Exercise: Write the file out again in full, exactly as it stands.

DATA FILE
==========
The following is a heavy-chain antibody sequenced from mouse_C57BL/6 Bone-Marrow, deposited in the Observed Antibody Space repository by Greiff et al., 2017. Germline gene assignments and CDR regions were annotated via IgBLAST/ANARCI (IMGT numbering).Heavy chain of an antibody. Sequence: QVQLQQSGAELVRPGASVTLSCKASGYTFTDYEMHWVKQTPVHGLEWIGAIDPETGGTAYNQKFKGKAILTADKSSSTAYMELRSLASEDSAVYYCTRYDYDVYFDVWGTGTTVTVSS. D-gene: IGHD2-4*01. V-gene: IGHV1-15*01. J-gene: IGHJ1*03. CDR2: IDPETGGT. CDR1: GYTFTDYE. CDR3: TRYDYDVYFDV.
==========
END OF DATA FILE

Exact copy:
The following is a heavy-chain antibody sequenced from mouse_C57BL/6 Bone-Marrow, deposited in the Observed Antibody Space repository by Greiff et al., 2017. Germline gene assignments and CDR regions were annotated via IgBLAST/ANARCI (IMGT numbering).Heavy chain of an antibody. Sequence: QVQLQQSGAELVRPGASVTLSCKASGYTFTDYEMHWVKQTPVHGLEWIGAIDPETGGTAYNQKFKGKAILTADKSSSTAYMELRSLASEDSAVYYCTRYDYDVYFDVWGTGTTVTVSS. D-gene: IGHD2-4*01. V-gene: IGHV1-15*01. J-gene: IGHJ1*03. CDR2: IDPETGGT. CDR1: GYTFTDYE. CDR3: TRYDYDVYFDV.